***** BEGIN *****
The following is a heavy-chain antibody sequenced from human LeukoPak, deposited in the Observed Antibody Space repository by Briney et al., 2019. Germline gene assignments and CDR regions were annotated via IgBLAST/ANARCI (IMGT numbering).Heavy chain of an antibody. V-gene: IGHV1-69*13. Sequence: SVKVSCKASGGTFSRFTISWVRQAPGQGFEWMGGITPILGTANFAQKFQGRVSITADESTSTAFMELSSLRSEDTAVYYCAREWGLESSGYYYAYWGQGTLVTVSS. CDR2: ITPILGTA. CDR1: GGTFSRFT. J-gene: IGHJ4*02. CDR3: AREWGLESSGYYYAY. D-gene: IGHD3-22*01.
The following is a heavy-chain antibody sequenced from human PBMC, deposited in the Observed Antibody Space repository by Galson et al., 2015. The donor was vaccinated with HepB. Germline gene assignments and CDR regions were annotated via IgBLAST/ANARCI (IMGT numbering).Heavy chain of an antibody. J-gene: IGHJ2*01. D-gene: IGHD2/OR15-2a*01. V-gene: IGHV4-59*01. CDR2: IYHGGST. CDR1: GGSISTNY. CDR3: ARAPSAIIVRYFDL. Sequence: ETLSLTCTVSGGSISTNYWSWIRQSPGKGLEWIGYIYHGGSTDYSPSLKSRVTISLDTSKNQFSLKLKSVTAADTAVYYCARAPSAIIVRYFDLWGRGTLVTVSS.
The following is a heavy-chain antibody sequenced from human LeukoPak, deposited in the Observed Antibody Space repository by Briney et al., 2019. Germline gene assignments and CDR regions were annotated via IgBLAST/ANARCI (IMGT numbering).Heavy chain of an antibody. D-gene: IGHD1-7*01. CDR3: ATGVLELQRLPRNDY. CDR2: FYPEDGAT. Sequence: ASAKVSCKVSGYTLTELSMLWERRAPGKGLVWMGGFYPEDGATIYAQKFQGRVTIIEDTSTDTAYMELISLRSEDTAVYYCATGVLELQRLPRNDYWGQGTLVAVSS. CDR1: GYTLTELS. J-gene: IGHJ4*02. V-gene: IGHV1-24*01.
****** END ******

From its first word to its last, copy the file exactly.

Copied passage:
The following is a heavy-chain antibody sequenced from human LeukoPak, deposited in the Observed Antibody Space repository by Briney et al., 2019. Germline gene assignments and CDR regions were annotated via IgBLAST/ANARCI (IMGT numbering).Heavy chain of an antibody. V-gene: IGHV1-69*13. Sequence: SVKVSCKASGGTFSRFTISWVRQAPGQGFEWMGGITPILGTANFAQKFQGRVSITADESTSTAFMELSSLRSEDTAVYYCAREWGLESSGYYYAYWGQGTLVTVSS. CDR2: ITPILGTA. CDR1: GGTFSRFT. J-gene: IGHJ4*02. CDR3: AREWGLESSGYYYAY. D-gene: IGHD3-22*01.
The following is a heavy-chain antibody sequenced from human PBMC, deposited in the Observed Antibody Space repository by Galson et al., 2015. The donor was vaccinated with HepB. Germline gene assignments and CDR regions were annotated via IgBLAST/ANARCI (IMGT numbering).Heavy chain of an antibody. J-gene: IGHJ2*01. D-gene: IGHD2/OR15-2a*01. V-gene: IGHV4-59*01. CDR2: IYHGGST. CDR1: GGSISTNY. CDR3: ARAPSAIIVRYFDL. Sequence: ETLSLTCTVSGGSISTNYWSWIRQSPGKGLEWIGYIYHGGSTDYSPSLKSRVTISLDTSKNQFSLKLKSVTAADTAVYYCARAPSAIIVRYFDLWGRGTLVTVSS.
The following is a heavy-chain antibody sequenced from human LeukoPak, deposited in the Observed Antibody Space repository by Briney et al., 2019. Germline gene assignments and CDR regions were annotated via IgBLAST/ANARCI (IMGT numbering).Heavy chain of an antibody. D-gene: IGHD1-7*01. CDR3: ATGVLELQRLPRNDY. CDR2: FYPEDGAT. Sequence: ASAKVSCKVSGYTLTELSMLWERRAPGKGLVWMGGFYPEDGATIYAQKFQGRVTIIEDTSTDTAYMELISLRSEDTAVYYCATGVLELQRLPRNDYWGQGTLVAVSS. CDR1: GYTLTELS. J-gene: IGHJ4*02. V-gene: IGHV1-24*01.